Yes, the performance of the existing consideration is good enough. The concept of consideration should not be abolished. The concept of consideration helps to various parties and entities to form a valid contract which is enforceable by law. If valid offer and valid acceptance is present and consideration is missing than in that case a valid contract which is enforceable by law will not be formed (Pettet, 2005). The concept of consideration and the doctrine of the consideration protect the interest of the claimant against the fraud or illegal practice taken into consideration by the defendant.
Yes, the concept of the consideration should be passed. Because the concept of the consideration aid the entities entering into the agreement to form a valid contract. Without the availability of consideration a valid contract cannot be formed. The concept of consideration is applied in each and every contract no matter whether it is a simple one or complicated one (Porat, 2009).
Ward v Byham follows the consideration concept where as R v Select Move doesn’t follow. The reason behind this is that a practical benefit can be found as the consideration where the promise to pay the extra money has been made in the case of Ward v Byham. The consideration cannot take place in the case where payment of debt need to made with reference to the case of R v SelectMove Ltd . Thus, the concept of consideration is only applicable for the extra or advance payment made; it is not applicable for the payment made for debts.
The common law aims to strike a reasonable balance between enforcing high standards of professional conduct whilst maintaining a fair and realistic understanding of the inherent risk in business transactions
A tort is the wrongful act undertaken by one person against another person and for which the law provides the remedies (Schaffer and et.al, 2011). There are three types of tort that mainly cause injury to the another individual. According to the civil law, tort is the grounds for the legal proceeding to compensate the injured party for the damages or injury suffered. For example- if a person slip in the grocery shop while walking due to the banana that has fallen from the shelf. In that case injured party will be known as plaintiff and the grocery store will be considered as the tortfeasor.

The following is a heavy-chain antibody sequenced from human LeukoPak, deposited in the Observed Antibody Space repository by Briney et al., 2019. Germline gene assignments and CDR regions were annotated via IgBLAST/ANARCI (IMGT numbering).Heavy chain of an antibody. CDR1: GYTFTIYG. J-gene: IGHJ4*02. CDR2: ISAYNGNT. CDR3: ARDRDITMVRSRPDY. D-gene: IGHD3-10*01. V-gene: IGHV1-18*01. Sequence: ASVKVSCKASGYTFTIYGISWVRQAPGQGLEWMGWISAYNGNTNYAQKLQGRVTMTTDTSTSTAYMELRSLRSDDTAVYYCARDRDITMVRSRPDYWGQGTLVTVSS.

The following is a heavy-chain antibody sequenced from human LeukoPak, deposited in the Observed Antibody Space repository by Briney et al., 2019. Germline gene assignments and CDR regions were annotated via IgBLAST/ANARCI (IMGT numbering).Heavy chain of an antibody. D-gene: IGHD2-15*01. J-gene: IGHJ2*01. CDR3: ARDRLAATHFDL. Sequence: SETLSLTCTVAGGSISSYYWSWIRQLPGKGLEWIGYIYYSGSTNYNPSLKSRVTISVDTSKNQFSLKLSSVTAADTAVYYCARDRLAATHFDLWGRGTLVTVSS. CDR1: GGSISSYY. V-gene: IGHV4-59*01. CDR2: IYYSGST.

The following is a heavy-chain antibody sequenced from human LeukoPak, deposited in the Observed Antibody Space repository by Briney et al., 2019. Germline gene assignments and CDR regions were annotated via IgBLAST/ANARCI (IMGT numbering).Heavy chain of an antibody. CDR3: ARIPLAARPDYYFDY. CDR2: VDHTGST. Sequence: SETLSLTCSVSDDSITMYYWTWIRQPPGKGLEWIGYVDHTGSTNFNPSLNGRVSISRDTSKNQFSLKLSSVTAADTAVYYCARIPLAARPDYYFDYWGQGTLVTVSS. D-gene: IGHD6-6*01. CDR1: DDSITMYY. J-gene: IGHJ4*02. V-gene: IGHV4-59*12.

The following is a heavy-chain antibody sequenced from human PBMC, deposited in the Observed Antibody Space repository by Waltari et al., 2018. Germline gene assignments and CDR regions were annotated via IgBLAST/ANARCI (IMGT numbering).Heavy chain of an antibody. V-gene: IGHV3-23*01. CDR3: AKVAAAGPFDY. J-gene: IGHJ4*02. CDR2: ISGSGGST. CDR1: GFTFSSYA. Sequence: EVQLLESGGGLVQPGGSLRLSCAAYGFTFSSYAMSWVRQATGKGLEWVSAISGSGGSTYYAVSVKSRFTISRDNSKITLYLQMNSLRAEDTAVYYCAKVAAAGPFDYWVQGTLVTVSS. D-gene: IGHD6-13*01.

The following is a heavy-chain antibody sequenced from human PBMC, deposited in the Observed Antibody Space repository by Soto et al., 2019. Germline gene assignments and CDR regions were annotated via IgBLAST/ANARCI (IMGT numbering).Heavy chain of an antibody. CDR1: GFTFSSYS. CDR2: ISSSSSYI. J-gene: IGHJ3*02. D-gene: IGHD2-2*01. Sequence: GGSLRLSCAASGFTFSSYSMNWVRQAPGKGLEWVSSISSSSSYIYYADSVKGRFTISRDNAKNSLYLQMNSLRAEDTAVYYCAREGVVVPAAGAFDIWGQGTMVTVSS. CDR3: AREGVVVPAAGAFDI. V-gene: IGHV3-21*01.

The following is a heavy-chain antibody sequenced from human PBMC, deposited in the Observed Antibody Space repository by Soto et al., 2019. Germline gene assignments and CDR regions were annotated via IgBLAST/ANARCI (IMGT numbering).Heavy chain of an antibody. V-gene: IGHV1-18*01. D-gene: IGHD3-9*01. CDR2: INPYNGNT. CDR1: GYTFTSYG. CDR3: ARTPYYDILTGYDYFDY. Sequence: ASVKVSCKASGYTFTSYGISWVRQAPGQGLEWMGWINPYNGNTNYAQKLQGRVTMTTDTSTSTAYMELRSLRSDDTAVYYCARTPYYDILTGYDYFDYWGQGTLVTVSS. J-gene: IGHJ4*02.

A negligence tort means a tort that is committed by the failure to the act as reasonable person to whom an individual owes a duty. It can also be said as negligence tort are not deliberate, there should be an injury resulting from the breach of the duties (Schwartz and Rowe, 2010). The negligence act find out in the particular tort result to a monetary damages or personal injury. The elements which constitute a negligent tort are as follows: the individual who owes the duty must violate the promise or obligation, the injury caused to the person essential is foreseeable as a result of the person's negligent actions.
With references to the case of Donoghue v Stevenson the Neighbour principle is based on the concept of the Christian principle of 'loving your neighbour'. This principle of the English law states that a person should take into consideration all necessary measures in order to avoid any omission or acts that might cause injury to the neighbour. Neighbour includes all those persons who are directly affected by the act. In the case of Donoghue v Stevenson; Stevenson has not taken into the consideration the concept of neighbour principle due to which Mrs. Donoghue has suffered a personal injury.
With reference to the Donoghue v Stevenson Neighbour principle is the test in order to find out the duty of care if a person does not take into consideration the usually degree of precaution. Which in turn may cause injury or damage to another person health or property. Duty of care is the first and the basic element of the negligence. Thus, according to this principle the manufacture of the ginger bear has the duty of care towards Mrs. Donoghue. In lieu of which Mrs. Donoghue has the right to sue the manufacture for his act of negligence.